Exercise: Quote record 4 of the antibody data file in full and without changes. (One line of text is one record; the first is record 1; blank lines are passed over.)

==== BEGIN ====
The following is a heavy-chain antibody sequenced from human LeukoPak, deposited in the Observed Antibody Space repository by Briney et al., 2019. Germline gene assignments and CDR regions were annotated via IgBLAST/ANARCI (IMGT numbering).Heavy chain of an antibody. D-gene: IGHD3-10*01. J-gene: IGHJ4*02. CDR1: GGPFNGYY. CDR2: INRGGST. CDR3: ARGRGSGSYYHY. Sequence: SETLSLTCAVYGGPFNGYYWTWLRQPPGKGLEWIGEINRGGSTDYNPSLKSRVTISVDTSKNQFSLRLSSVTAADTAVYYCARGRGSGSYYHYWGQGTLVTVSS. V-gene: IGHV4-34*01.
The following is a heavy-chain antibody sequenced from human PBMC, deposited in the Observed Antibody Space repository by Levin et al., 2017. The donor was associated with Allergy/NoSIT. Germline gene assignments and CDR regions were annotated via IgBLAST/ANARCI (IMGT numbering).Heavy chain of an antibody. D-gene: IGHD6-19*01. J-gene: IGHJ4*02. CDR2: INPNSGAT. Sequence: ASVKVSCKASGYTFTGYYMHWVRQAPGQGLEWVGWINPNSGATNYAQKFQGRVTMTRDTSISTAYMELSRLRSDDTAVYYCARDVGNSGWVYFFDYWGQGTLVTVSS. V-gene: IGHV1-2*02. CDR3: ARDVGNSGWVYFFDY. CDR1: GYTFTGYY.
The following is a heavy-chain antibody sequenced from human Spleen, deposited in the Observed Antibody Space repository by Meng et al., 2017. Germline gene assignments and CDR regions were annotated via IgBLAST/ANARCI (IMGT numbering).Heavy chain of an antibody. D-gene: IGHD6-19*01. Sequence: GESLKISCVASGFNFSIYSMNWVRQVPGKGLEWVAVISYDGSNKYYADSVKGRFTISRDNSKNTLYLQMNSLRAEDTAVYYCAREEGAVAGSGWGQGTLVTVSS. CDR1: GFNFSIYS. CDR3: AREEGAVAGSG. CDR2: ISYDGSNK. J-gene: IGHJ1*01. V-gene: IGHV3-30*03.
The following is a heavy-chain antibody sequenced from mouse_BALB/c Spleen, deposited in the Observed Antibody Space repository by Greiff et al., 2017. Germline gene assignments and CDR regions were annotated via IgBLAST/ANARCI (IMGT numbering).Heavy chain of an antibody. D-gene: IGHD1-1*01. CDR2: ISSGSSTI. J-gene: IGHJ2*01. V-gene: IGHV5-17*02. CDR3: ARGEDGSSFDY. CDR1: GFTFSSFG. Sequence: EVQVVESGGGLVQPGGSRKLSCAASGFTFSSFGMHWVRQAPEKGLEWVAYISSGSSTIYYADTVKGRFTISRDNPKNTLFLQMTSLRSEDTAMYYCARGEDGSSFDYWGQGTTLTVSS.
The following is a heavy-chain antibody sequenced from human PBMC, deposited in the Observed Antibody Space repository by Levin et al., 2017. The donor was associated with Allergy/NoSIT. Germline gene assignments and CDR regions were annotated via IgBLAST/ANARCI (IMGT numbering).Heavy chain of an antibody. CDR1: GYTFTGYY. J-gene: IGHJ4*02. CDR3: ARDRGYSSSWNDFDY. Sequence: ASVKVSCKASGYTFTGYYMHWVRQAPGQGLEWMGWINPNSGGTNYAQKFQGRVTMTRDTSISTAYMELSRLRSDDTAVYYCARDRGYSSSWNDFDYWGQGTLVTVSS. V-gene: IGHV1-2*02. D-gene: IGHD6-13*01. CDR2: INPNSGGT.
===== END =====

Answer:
The following is a heavy-chain antibody sequenced from mouse_BALB/c Spleen, deposited in the Observed Antibody Space repository by Greiff et al., 2017. Germline gene assignments and CDR regions were annotated via IgBLAST/ANARCI (IMGT numbering).Heavy chain of an antibody. D-gene: IGHD1-1*01. CDR2: ISSGSSTI. J-gene: IGHJ2*01. V-gene: IGHV5-17*02. CDR3: ARGEDGSSFDY. CDR1: GFTFSSFG. Sequence: EVQVVESGGGLVQPGGSRKLSCAASGFTFSSFGMHWVRQAPEKGLEWVAYISSGSSTIYYADTVKGRFTISRDNPKNTLFLQMTSLRSEDTAMYYCARGEDGSSFDYWGQGTTLTVSS.